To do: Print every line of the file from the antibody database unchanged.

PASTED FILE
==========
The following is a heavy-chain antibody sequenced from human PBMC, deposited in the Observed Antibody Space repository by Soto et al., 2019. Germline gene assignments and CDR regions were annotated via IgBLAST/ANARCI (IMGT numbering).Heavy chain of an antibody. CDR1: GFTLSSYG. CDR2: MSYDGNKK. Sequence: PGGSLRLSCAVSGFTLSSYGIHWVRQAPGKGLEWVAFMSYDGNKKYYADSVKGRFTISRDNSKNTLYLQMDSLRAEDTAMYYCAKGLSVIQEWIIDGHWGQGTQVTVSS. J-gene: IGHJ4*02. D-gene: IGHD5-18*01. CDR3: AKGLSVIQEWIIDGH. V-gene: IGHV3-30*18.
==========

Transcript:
The following is a heavy-chain antibody sequenced from human PBMC, deposited in the Observed Antibody Space repository by Soto et al., 2019. Germline gene assignments and CDR regions were annotated via IgBLAST/ANARCI (IMGT numbering).Heavy chain of an antibody. CDR1: GFTLSSYG. CDR2: MSYDGNKK. Sequence: PGGSLRLSCAVSGFTLSSYGIHWVRQAPGKGLEWVAFMSYDGNKKYYADSVKGRFTISRDNSKNTLYLQMDSLRAEDTAMYYCAKGLSVIQEWIIDGHWGQGTQVTVSS. J-gene: IGHJ4*02. D-gene: IGHD5-18*01. CDR3: AKGLSVIQEWIIDGH. V-gene: IGHV3-30*18.